Found 0 - 10 results of 11 programs matching keyword " night event"
On March 8, 2016, 5pm PST the Exploratorium will present a live webcast of the total solar eclipse in Micronesia. Join us here online or in person at the Exploratorium.
On January 30, 2015, the Exploratorium Lab hosted its fifth annual Science of Cocktails event. More than 1,200 guests sipped creative concoctions; explored the biology, chemistry, and physics of craft cocktails; and enjoyed the museum's hands-on exhibits and activities. This After Dark, the Exploratorium hit repeat on favorite memories. Guests explored the fascinating worlds of reminiscence and repetitionand then backwards skated through their own nostalgia on our temporary roller rink. On August 4, 2011 After Dark Blue delved into the color of cool with explorations of indigo, underwater vision, color photography, and blues performances by Lady Bianca, Bobbie Webb, and Fillmore Slim. An homage to the color of passion and pageantry, Red featured special presentations, classic exhibits, and fiery performances by San Franciscos Theatre Flamenco. This After Dark event was devoted to the ever-mysterious and otherworldly dimensions of sleep, darkness, and night.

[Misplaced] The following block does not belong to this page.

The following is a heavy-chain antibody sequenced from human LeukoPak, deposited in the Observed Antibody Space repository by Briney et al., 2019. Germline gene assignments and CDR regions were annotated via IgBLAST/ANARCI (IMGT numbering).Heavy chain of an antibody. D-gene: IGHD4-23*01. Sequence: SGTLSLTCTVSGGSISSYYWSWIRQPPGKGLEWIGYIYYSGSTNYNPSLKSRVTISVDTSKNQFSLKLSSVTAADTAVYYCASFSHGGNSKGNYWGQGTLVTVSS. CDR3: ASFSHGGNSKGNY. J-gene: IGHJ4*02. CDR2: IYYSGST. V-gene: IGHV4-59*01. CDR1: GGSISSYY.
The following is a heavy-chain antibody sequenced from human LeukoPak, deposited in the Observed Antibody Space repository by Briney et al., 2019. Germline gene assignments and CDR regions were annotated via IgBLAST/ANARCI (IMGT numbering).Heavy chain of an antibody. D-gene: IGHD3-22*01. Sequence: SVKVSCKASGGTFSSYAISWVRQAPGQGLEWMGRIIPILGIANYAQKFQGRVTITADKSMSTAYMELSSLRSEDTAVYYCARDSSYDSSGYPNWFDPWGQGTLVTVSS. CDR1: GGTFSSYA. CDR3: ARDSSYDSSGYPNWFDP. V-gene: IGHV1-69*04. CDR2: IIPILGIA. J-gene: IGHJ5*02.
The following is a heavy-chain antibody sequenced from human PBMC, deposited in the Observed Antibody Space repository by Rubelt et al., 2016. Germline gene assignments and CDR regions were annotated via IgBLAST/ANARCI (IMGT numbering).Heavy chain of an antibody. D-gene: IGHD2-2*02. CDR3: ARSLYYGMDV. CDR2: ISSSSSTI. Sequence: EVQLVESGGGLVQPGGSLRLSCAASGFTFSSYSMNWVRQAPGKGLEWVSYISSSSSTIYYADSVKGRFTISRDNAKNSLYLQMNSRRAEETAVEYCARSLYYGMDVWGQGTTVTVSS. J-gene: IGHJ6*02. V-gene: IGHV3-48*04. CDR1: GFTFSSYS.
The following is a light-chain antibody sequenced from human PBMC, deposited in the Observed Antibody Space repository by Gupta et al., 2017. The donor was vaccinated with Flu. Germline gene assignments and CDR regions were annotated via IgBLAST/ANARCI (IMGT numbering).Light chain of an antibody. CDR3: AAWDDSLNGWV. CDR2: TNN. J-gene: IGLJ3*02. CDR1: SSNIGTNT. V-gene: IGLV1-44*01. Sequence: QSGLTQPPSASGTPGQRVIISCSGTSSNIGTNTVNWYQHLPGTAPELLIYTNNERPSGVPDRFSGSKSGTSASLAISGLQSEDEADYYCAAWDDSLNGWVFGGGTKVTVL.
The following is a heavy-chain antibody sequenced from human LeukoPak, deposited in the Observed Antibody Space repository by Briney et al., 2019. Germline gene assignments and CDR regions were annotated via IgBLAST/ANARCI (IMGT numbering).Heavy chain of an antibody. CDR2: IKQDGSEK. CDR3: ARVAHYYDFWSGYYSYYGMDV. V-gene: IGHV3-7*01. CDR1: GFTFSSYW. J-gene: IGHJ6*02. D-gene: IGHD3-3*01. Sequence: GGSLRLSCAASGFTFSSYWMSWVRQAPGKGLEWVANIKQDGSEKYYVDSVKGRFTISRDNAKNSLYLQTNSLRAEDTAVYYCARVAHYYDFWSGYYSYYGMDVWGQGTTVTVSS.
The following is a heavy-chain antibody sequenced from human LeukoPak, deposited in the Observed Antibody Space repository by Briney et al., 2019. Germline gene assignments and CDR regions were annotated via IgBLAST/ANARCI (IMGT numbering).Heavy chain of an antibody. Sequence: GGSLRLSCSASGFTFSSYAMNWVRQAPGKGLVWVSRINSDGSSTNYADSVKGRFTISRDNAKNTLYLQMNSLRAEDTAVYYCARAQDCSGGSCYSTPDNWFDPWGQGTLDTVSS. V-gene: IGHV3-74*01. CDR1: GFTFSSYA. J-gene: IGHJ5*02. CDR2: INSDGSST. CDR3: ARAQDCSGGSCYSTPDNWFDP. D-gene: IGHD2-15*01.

What are you afraid of? Snakes? Spiders? Heights? This After Dark event investigated the psychology and biology of fear, and included Damian Cooksey confronting his fear by demonstrating the sport of highlining far above visitors heads. This After Dark event presented a collection of objects, organizations, and activities use various alternative energy sources, and also looked at sustainably raised food. Science of Cocktails presented the artistry of master mixologists shaken with the science behind the craft. Taking an in-depth, interactive look at the physics, chemistry, and biology of cocktails, this first-time Exploratorium fundraiser engaged guests in an exploration of their favorite libations like they've never experienced before. In November 2009, Exploratorium After Dark welcomed particle physicist Dr. Austin Richardsaka Dr. MegaVolt. Under the Palace of Fine Arts rotunda, he jousted with a high-voltage Tesla coil, which generated 200,000 volts of electricity and shot 14-foot-long arcs of lightning through the air.